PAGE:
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# Using a pointer to member function

Hello. I'm trying to make a sort of generic integral class, holding
the boundary values and the integrand. Eventually I'd like to use it
inside a class, like the example below. I think the problem is that
in order to pass a member function, I have to qualify the name a bit
differently, for example:

typedef double (astro::univers e::*pfn)(double );

(by the way, I don't think this actually worked...) But doing this
sort of thing of course doesn't make the integral class generic enough.

I'd like to get some advices as to how I can make such an integral
class that even a member function can be passed easily as the
integrand. How can you do this using C++?

----------------------------------------------------------------

#include <cmath>
#include <iostream>
#include <string>
#include <vector>

namespace math {

typedef double (*pfn)(double);

class integral
{
public:
integral(double a, double b, pfn f)
: lower_(a), upper_(b), integrand_(f)
{}

double lower_bound() const { return lower_; }
double upper_bound() const { return upper_; }
void change_bounds(d ouble a, double b)
{
lower_ = a;
upper_ = b;
}
double simpson(unsigne d int const n) const
{
double h = (upper_ - lower_) / n;
double sum = integrand_(lowe r_) * 0.5;
for (int i = 1; i < n; ++i)
sum += integrand_(lowe r_ + i * h);
sum += integrand_(uppe r_) * 0.5;

double summid = 0.0;
for (int i = 1; i <= n; ++i)
summid += integrand_(lowe r_ + (i - 0.5)*h);

return (sum + 2 * summid) * h / 3.0;
}

private:
double lower_;
double upper_;
pfn integrand_;
};

} // namespace math

namespace astro {

class universe
{
public:
universe(double const omega_matter,
double const omega_lambda,
double const hubble_const)
: omega_matter_(o mega_matter),
omega_lambda_(o mega_lambda),
hubble_const_(h ubble_const)
{}

double comoving_distan ce(double z)
{
//
// Want to use a generic integral class above with
// the integrand astro::universe ::inverse_e(dou ble),
// but does not compile....
//
math::integral func(0.0, z, inverse_e);

double speed_of_light = 3.0e8;
double c_cgs = speed_of_light * (100.0);
double H0_cgs = hubble_const_ * (1.0 / 3.0856776e19);

return (c_cgs / H0_cgs) * func.simpson(10 00);
}

private:
double hubble_const_;
double omega_matter_;
double omega_lambda_;

double inverse_e(doubl e z)
{
return 1.0 / std::sqrt(omega _matter_ * std::pow(1 + z, 3)
+ omega_lambda_);
}
};

} // namespace astro

int main()
{
//
// Create a universe with a particular cosmology.
//
astro::universe uni(0.3, 0.7, 70.0);

//
// Compute a comoving distance to an object at redshift 0.4.
//
std::cout << uni.comoving_di stance(0.4) << '\n';

return 0;
}
Jul 19 '05 #1
2 2463
cupiemayo wrote:
Hello. I'm trying to make a sort of generic integral class, holding
the boundary values and the integrand. Eventually I'd like to use it
inside a class, like the example below. I think the problem is that
in order to pass a member function, I have to qualify the name a bit
differently, for example:

typedef double (astro::univers e::*pfn)(double );

(by the way, I don't think this actually worked...) But doing this
sort of thing of course doesn't make the integral class generic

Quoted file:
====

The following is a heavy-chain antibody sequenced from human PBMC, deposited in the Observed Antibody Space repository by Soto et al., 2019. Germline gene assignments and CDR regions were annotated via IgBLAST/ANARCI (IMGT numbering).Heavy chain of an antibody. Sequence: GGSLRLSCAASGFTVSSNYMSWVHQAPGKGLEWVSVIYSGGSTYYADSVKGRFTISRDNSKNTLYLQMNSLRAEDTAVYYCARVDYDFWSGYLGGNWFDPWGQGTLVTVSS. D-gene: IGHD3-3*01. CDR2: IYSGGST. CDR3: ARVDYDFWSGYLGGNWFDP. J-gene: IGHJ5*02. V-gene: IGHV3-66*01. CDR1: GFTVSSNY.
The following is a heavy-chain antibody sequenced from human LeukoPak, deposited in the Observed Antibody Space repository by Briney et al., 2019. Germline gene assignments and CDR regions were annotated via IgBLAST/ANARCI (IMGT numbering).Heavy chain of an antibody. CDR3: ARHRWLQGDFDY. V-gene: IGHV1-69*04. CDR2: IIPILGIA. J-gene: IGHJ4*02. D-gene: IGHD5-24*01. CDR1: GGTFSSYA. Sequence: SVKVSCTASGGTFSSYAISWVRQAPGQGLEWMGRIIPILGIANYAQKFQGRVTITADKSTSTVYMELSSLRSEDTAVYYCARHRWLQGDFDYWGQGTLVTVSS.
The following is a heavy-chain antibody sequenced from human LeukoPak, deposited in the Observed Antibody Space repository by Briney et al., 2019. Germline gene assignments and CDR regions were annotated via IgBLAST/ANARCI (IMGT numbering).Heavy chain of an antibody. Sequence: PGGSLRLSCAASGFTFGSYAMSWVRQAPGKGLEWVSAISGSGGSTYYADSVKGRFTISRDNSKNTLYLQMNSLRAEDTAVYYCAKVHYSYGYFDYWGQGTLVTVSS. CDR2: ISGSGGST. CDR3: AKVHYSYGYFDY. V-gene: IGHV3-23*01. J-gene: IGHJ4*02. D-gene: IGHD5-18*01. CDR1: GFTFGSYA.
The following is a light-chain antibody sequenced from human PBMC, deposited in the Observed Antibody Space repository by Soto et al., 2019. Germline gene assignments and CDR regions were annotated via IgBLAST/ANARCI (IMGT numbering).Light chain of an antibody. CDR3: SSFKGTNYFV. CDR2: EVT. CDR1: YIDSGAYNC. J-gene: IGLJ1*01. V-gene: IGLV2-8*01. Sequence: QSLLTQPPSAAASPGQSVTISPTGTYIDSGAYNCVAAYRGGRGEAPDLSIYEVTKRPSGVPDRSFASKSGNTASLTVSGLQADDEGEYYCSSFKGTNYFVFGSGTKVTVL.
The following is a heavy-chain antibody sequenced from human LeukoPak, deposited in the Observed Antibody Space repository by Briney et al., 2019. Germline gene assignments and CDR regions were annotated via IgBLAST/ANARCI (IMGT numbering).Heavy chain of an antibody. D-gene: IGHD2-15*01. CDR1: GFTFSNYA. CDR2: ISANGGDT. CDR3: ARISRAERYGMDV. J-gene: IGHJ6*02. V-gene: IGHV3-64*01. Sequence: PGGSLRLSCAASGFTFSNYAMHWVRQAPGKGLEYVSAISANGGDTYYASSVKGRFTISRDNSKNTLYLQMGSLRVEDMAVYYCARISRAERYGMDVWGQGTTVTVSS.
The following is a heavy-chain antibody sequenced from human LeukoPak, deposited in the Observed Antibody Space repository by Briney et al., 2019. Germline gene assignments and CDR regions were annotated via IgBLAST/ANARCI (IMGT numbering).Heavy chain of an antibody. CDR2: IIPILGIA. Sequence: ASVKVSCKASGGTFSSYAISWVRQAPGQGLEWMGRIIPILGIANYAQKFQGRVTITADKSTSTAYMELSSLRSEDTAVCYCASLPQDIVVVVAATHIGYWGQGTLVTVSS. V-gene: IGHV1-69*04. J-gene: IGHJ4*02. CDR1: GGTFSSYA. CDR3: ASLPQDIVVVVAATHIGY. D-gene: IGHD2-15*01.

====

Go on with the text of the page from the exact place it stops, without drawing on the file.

enough.

I'd like to get some advices as to how I can make such an integral
class that even a member function can be passed easily as the
integrand. How can you do this using C++?

Look at boost::function ( http://www.boost.org ). It might provide the
facility you are looking for. Might I say since you did not care to make
the smallest compilable code for your posts illiustration purposes, so I did

--
WW aka Attila
Jul 19 '05 #2
cu*******@yahoo .com (cupiemayo) writes:
Hello. I'm trying to make a sort of generic integral class, holding
the boundary values and the integrand. Eventually I'd like to use it
inside a class, like the example below. I think the problem is that
in order to pass a member function, I have to qualify the name a bit
differently, for example:

typedef double (astro::univers e::*pfn)(double );

(by the way, I don't think this actually worked...) But doing this
sort of thing of course doesn't make the integral class generic enough.
No, this won't work. The only solution I can think of is making
integral a templated class (see below).

I'd like to get some advices as to how I can make such an integral
class that even a member function can be passed easily as the
integrand. How can you do this using C++?

----------------------------------------------------------------

#include <cmath>
#include <iostream>
#include <string>
#include <vector>

namespace math {

typedef double (*pfn)(double);

class integral
{
public:
integral(double a, double b, pfn f)
: lower_(a), upper_(b), integrand_(f)
{}
The following should work (untested code):

template <class T>
class integral {
public:
typedef double (T::*pfn)(doubl e);
integral(double a, double b, pfn f)
: lower_(a), upper_(b), integrand_(f) {}

...
namespace astro {

class universe
{
public:
universe(double const omega_matter,
double const omega_lambda,
double const hubble_const)
: omega_matter_(o mega_matter),
omega_lambda_(o mega_lambda),
hubble_const_(h ubble_const)
{}

double comoving_distan ce(double z)
{
//
// Want to use a generic integral class above with
// the integrand astro::universe ::inverse_e(dou ble),
// but does not compile....
//
math::integral func(0.0, z, inverse_e);

math::integral< universe> func(0.0,z,inve rse_e);

HTH & kind regards
frank

--
Frank Schmitt
4SC AG phone: +49 89 700763-0
e-mail: frankNO DOT SPAMschmitt AT 4sc DOT com
Jul 19 '05 #3

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